Skip to ContentGo to accessibility pageKeyboard shortcuts menu
OpenStax Logo
Principles of Accounting, Volume 2: Managerial Accounting

11.2 Evaluate the Payback and Accounting Rate of Return in Capital Investment Decisions

Principles of Accounting, Volume 2: Managerial Accounting11.2 Evaluate the Payback and Accounting Rate of Return in Capital Investment Decisions

Many companies are presented with investment opportunities continuously and must sift through both viable and nonviable options to identify the best possible expenditure for business growth. The process to select the best option requires careful budgeting and analysis. In conducting their analysis, a company may use various evaluation methods with differing inputs and analysis features. These methods are often broken into two broad categories: (1) those that consider the time value of money, or the fact that a dollar today differs from a dollar in the future due to inflation and the ability to invest today's money for future growth, and (2) those analysis methods that do not consider the time value of money. We will examine the non-time value methods first.

Non-Time Value Methods

Non-time value methods do not compare the value of a dollar today to the value of a dollar in the future and are often used as screening tools. Two non-time value evaluative methods are the payback method and the accounting rate of return.

Fundamentals of the Payback Method

The payback method (PM) computes the length of time it takes a company to recover their initial investment. In other words, it calculates how long it will take until either the amount earned or the costs saved are equal to or greater than the costs of the project. This can be useful when a company is focused solely on retrieving their funds from a project investment as quickly as possible.

Businesses do not want their money tied up in capital assets that have limited liquidity. The longer money is unavailable, the less ability the company has to use these funds for other growth purposes. This extended length of time is also a concern because it produces a riskier opportunity. Therefore, a company would like to get their money returned to them as quickly as possible. One way to focus on this is to consider the payback period when making a capital budget decision. The payback method is limited in that it only considers the time frame to recoup an investment based on expected annual cash flows, and it doesn’t consider the effects of the time value of money.

The payback period is calculated when there are even or uneven annual cash flows. Cash flow is money coming into or out of the company as a result of a business activity. A cash inflow can be money received or cost savings from a capital investment. A cash outflow can be money paid or increased cost expenditures from capital investment. Cash flow will estimate the ability of the company to pay long-term debt, its liquidity, and its ability to grow. Cash flows appear on the statement of cash flows. Cash flows are different than net income. Net income will represent all company activities affecting revenues and expenses regardless of the occurrence of a cash transaction and will appear on the income statement.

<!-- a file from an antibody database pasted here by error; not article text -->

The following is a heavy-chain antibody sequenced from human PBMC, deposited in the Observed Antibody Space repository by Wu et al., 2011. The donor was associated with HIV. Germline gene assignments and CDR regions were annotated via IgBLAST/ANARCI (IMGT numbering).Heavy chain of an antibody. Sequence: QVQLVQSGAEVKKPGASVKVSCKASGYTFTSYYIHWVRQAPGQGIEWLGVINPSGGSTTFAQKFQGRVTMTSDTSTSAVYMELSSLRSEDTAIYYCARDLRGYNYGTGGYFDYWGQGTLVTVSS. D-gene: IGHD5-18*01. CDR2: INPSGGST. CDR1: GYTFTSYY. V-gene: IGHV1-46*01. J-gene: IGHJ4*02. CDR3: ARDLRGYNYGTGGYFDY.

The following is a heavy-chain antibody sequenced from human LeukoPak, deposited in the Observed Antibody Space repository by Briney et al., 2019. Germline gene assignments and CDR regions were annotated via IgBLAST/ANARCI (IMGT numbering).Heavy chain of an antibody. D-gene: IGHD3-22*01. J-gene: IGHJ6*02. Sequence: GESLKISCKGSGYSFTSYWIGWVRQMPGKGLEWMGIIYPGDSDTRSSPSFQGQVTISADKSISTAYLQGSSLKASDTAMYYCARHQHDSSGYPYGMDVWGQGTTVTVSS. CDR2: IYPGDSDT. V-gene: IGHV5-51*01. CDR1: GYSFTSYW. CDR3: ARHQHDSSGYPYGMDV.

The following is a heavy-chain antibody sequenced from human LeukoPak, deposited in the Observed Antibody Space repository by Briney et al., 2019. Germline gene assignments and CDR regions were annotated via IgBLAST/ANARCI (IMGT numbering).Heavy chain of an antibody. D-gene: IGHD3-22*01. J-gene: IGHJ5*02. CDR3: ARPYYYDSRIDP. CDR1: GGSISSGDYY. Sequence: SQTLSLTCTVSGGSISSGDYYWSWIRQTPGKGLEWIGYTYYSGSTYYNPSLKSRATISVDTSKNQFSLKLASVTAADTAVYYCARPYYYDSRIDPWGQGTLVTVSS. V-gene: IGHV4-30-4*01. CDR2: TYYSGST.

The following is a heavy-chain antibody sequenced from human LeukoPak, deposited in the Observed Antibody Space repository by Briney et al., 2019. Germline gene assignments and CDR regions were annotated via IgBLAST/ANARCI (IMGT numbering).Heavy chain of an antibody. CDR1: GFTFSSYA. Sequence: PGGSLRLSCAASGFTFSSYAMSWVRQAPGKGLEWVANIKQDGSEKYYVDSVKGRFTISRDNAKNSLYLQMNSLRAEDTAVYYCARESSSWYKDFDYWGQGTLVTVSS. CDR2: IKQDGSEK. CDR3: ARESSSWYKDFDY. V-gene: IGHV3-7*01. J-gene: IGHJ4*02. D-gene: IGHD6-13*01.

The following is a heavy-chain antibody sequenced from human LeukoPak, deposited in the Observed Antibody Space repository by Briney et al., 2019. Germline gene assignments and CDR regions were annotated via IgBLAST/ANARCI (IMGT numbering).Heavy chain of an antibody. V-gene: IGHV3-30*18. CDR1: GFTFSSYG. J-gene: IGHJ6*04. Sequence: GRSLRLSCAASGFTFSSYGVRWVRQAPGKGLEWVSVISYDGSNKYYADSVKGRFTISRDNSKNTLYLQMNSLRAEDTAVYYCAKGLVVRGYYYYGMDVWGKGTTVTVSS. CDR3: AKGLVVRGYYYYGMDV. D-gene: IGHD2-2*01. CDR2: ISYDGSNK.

A company will estimate the future cash inflows and outflows to be generated by the capital investment. It’s important to remember that the cash inflows can be caused by an increase in cash receipts or by a reduction in cash expenditures. For example, if a new piece of equipment would reduce the production costs for a company from $120,000 a year to $80,000 a year, we would consider this is a $40,000 cash inflow. While the company does not actually receive the $40,000 in cash, it does save $40,000 in operating costs giving it a positive cash inflow of $40,000.

Cash flow can also be generated through increased production volume. For example, a company purchases a new building costing $100,000 that will allow them to house more space for production. This new space allows them to produce more product to sell, which increases cash sales by $300,000. The $300,000 is a new cash inflow.

The difference between cash inflows and cash outflows is the net cash inflow or outflow, depending on which cash flow is larger.

Net annual cash flows equals cash inflows minus cash outflows.

Annual net cash flows are then related to the initial investment to determine a payback period in years. When the expected net annual cash flow is an even amount each period, payback can be computed as follows:

Payback period equals initial investment divided by net annual cash flow.

The result is the number of years it will take to recover the cash made in the original investment. For example, a printing company is considering a printer with an initial investment cost of $150,000. They expect an annual net cash flow of $20,000. The payback period is

Payback Period=$150,000$20,000=7.5yearsPayback Period=$150,000$20,000=7.5years

The initial investment cost of $150,000 is divided by the annual cash flow of $20,000 to compute an expected payback period of 7.5 years. Depending on the company’s payback period requirements for this type of investment, they may pass this option through the screening process to be considered in a preference decision. For example, the company might require a payback period of 5 years. Since 7.5 years is greater than 5 years, the company would probably not consider moving this alternative to a preference decision. If the company required a payback period of 9 years, the company would consider moving this alternative to a preference decision, since the number of years is less than the requirement.

When net annual cash flows are uneven over the years, as opposed to even as in the previous example, the company requires a more detailed calculation to determine payback. Uneven cash flows occur when different amounts are returned each year. In the previous printing company example, the initial investment cost was $150,000 and even cash flows were $20,000 per year. However, in most examples, organizations experience uneven cash flows in a multiple-year ownership period. For example, an uneven cash flow distribution might be a return of $10,000 in year one, $20,000 in years two and three, $15,000 in years four and five, and $20,000 in year six and beyond.